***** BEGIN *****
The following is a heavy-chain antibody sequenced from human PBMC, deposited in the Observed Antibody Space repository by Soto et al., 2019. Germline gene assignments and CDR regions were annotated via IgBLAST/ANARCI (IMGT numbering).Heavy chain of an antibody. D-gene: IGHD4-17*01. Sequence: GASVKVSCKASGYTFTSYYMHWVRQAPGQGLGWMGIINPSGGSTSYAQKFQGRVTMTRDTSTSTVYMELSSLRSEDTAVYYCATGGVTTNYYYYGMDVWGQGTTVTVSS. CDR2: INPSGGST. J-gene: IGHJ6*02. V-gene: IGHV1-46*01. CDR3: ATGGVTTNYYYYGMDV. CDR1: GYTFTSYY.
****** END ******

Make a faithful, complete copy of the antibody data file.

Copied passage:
The following is a heavy-chain antibody sequenced from human PBMC, deposited in the Observed Antibody Space repository by Soto et al., 2019. Germline gene assignments and CDR regions were annotated via IgBLAST/ANARCI (IMGT numbering).Heavy chain of an antibody. D-gene: IGHD4-17*01. Sequence: GASVKVSCKASGYTFTSYYMHWVRQAPGQGLGWMGIINPSGGSTSYAQKFQGRVTMTRDTSTSTVYMELSSLRSEDTAVYYCATGGVTTNYYYYGMDVWGQGTTVTVSS. CDR2: INPSGGST. J-gene: IGHJ6*02. V-gene: IGHV1-46*01. CDR3: ATGGVTTNYYYYGMDV. CDR1: GYTFTSYY.